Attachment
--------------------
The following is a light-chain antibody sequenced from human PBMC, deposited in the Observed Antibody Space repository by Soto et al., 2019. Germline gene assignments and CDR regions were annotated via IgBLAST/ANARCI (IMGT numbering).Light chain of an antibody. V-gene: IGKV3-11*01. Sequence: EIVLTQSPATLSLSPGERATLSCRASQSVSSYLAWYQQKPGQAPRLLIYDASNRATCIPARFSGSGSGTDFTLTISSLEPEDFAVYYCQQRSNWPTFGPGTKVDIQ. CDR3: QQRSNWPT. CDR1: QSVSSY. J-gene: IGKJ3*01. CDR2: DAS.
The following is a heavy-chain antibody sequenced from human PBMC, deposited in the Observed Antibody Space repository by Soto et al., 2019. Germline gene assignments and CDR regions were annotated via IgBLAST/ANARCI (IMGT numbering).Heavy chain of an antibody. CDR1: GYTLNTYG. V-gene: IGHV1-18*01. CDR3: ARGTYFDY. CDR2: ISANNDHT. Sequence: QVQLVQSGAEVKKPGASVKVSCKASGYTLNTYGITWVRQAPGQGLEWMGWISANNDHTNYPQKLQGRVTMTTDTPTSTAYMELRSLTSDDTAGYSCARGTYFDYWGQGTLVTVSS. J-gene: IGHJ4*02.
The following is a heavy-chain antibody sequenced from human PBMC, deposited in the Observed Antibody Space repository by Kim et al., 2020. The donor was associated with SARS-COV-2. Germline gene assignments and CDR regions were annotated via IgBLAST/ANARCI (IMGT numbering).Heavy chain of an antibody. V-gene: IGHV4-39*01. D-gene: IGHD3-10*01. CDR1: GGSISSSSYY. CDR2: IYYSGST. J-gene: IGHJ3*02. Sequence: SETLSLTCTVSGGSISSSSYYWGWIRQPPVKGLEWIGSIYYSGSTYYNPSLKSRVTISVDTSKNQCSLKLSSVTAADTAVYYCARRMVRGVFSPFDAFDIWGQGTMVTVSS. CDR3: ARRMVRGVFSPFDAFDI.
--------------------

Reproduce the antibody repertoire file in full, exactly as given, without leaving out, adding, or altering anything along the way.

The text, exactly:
The following is a light-chain antibody sequenced from human PBMC, deposited in the Observed Antibody Space repository by Soto et al., 2019. Germline gene assignments and CDR regions were annotated via IgBLAST/ANARCI (IMGT numbering).Light chain of an antibody. V-gene: IGKV3-11*01. Sequence: EIVLTQSPATLSLSPGERATLSCRASQSVSSYLAWYQQKPGQAPRLLIYDASNRATCIPARFSGSGSGTDFTLTISSLEPEDFAVYYCQQRSNWPTFGPGTKVDIQ. CDR3: QQRSNWPT. CDR1: QSVSSY. J-gene: IGKJ3*01. CDR2: DAS.
The following is a heavy-chain antibody sequenced from human PBMC, deposited in the Observed Antibody Space repository by Soto et al., 2019. Germline gene assignments and CDR regions were annotated via IgBLAST/ANARCI (IMGT numbering).Heavy chain of an antibody. CDR1: GYTLNTYG. V-gene: IGHV1-18*01. CDR3: ARGTYFDY. CDR2: ISANNDHT. Sequence: QVQLVQSGAEVKKPGASVKVSCKASGYTLNTYGITWVRQAPGQGLEWMGWISANNDHTNYPQKLQGRVTMTTDTPTSTAYMELRSLTSDDTAGYSCARGTYFDYWGQGTLVTVSS. J-gene: IGHJ4*02.
The following is a heavy-chain antibody sequenced from human PBMC, deposited in the Observed Antibody Space repository by Kim et al., 2020. The donor was associated with SARS-COV-2. Germline gene assignments and CDR regions were annotated via IgBLAST/ANARCI (IMGT numbering).Heavy chain of an antibody. V-gene: IGHV4-39*01. D-gene: IGHD3-10*01. CDR1: GGSISSSSYY. CDR2: IYYSGST. J-gene: IGHJ3*02. Sequence: SETLSLTCTVSGGSISSSSYYWGWIRQPPVKGLEWIGSIYYSGSTYYNPSLKSRVTISVDTSKNQCSLKLSSVTAADTAVYYCARRMVRGVFSPFDAFDIWGQGTMVTVSS. CDR3: ARRMVRGVFSPFDAFDI.